War crimes prompt rethink of Australian Anzac legend
A Deakin academic has used Anzac Day and accusations of war crimes committed by Russian troops in Ukraine to reflect on Australian soldiers’ own misconduct overseas and how this may affect the Anzac legend.
Faculty of Arts and Education historian Dr Carolyn Holbrook said the world was shocked to hear of alleged rapes and murders committed by Russian troops invading Ukraine.
Similarly, Australians were horrified at the findings of Major General Paul Brereton's report released last year, which exposed the forced 'blooding' of young Australian special forces soldiers in Afghanistan and the illegal killing of unarmed locals.
Dr Holbrook said it was natural to wonder if the 'war hero' image of Australia’s defence force was being challenged as a result.
"Like our sport stars, we like to believe our soldiers behave with integrity. But the Brereton report has revealed some ugly details about how our soldiers are alleged to have behaved," Dr Holbrook said.
"The report found evidence that 39 Afghan civilians were illegally killed by Australian soldiers. Some had weapons planted on them to make them look like combatants.
"We also must remember that our armed forces in World War I and II were known to illegally kill prisoners. In World War I they deserted in record numbers and caught venereal diseases at a phenomenal rate.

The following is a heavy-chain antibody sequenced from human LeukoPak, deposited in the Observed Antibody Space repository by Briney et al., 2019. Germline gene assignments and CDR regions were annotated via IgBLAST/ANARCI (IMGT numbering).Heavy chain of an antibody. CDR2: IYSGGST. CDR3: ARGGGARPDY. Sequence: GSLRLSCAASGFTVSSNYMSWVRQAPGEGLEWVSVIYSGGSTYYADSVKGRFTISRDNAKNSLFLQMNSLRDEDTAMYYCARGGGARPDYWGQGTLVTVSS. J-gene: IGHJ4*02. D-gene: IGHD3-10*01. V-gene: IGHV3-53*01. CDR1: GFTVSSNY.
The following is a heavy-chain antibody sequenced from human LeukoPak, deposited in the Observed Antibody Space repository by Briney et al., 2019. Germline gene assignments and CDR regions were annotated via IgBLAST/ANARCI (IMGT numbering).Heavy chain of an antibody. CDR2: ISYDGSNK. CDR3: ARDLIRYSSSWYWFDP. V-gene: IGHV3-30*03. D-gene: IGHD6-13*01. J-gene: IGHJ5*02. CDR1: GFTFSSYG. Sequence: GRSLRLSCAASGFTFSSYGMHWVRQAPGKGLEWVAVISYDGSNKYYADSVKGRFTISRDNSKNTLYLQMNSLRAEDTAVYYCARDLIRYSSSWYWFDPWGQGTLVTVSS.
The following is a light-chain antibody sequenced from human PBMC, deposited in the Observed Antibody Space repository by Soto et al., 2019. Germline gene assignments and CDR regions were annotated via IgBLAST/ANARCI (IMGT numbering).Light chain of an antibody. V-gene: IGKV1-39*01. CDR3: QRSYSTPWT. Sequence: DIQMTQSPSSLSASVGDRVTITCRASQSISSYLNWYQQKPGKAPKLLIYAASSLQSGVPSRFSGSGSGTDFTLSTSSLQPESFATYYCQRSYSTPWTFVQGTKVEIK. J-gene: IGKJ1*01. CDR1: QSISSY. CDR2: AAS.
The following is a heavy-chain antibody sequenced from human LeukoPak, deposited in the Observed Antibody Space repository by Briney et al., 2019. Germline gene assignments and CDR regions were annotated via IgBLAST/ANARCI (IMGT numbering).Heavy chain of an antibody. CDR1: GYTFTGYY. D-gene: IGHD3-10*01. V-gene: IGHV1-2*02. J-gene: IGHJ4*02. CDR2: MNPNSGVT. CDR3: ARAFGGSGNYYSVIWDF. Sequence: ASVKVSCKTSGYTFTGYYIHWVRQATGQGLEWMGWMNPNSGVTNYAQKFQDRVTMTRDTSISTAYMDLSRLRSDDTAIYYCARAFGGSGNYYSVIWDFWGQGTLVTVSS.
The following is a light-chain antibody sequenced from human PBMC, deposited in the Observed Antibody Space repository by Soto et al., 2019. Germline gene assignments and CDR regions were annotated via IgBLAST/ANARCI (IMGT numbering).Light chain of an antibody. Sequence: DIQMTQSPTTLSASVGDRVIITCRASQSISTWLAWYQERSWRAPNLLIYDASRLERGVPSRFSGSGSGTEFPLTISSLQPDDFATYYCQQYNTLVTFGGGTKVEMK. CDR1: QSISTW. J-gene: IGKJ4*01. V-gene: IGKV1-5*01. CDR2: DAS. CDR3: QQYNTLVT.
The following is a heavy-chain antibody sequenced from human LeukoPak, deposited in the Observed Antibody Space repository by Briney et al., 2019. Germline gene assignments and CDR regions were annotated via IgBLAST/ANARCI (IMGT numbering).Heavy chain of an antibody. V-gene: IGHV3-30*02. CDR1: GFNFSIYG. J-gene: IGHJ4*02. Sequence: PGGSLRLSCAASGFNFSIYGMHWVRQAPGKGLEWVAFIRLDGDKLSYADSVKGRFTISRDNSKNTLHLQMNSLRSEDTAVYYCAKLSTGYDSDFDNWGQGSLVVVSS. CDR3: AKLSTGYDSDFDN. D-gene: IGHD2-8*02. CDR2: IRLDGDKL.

"This doesn’t gel with the war hero image we’ve created for our Anzacs."
Deakin historian Dr Mia Martin Hobbs said it was important to acknowledge that for many veterans, Anzac Day was about mourning those they fought alongside, and those who had since struggled and died from war-related injury and illness.
"However, Australians – and our politicians and the media in particular – must take care that mourning and reflection on war does not become reverence and glorification," Dr Martin Hobbs said.
"Political narratives that hold up soldiers as the pinnacle of national identity actually serve to shield perpetrators of war crimes."
Dr Martin Hobbs explained that key themes from the 'Anzac Legend' – that Australian soldiers are innately superior to allies, and that they were respected by their enemies as formidable yet honourable opponents – worked to deflect allegations of war crimes by Australians in Afghanistan.
She said it was possible to respect and support the veteran community on its day of mourning without pretending that Australia’s brand of warfare was different from the rest of the world.
"We only have to look at the continued stream of stories about atrocities allegedly committed by our soldiers to see how dangerous blind hero worship can be," she said.
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